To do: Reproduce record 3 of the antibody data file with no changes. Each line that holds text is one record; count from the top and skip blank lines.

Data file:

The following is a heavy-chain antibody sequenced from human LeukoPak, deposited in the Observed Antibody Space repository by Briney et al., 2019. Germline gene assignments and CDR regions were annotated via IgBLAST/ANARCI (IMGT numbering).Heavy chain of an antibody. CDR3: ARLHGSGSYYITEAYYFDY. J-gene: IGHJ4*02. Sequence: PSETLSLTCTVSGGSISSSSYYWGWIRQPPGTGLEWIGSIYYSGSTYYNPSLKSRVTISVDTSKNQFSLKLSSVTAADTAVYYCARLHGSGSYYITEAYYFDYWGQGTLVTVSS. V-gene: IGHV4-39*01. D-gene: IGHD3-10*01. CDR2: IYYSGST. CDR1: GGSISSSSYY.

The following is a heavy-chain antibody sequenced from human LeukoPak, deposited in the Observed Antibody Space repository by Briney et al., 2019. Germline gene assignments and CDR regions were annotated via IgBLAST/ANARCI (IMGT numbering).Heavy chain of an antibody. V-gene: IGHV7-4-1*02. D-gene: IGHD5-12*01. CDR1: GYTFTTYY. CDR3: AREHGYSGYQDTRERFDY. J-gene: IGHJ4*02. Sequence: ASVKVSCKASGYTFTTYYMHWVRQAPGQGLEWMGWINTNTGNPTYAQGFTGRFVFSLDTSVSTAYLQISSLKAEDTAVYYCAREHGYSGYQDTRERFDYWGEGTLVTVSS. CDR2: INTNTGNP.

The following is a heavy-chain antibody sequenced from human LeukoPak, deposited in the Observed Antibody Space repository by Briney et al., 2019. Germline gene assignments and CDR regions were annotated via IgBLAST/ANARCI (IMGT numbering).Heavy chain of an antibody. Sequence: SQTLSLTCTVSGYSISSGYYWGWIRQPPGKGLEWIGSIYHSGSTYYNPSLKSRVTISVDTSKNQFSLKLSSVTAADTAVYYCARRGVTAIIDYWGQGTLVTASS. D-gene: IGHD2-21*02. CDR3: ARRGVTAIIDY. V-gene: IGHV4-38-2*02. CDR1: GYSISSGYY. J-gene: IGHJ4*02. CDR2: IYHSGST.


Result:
The following is a heavy-chain antibody sequenced from human LeukoPak, deposited in the Observed Antibody Space repository by Briney et al., 2019. Germline gene assignments and CDR regions were annotated via IgBLAST/ANARCI (IMGT numbering).Heavy chain of an antibody. Sequence: SQTLSLTCTVSGYSISSGYYWGWIRQPPGKGLEWIGSIYHSGSTYYNPSLKSRVTISVDTSKNQFSLKLSSVTAADTAVYYCARRGVTAIIDYWGQGTLVTASS. D-gene: IGHD2-21*02. CDR3: ARRGVTAIIDY. V-gene: IGHV4-38-2*02. CDR1: GYSISSGYY. J-gene: IGHJ4*02. CDR2: IYHSGST.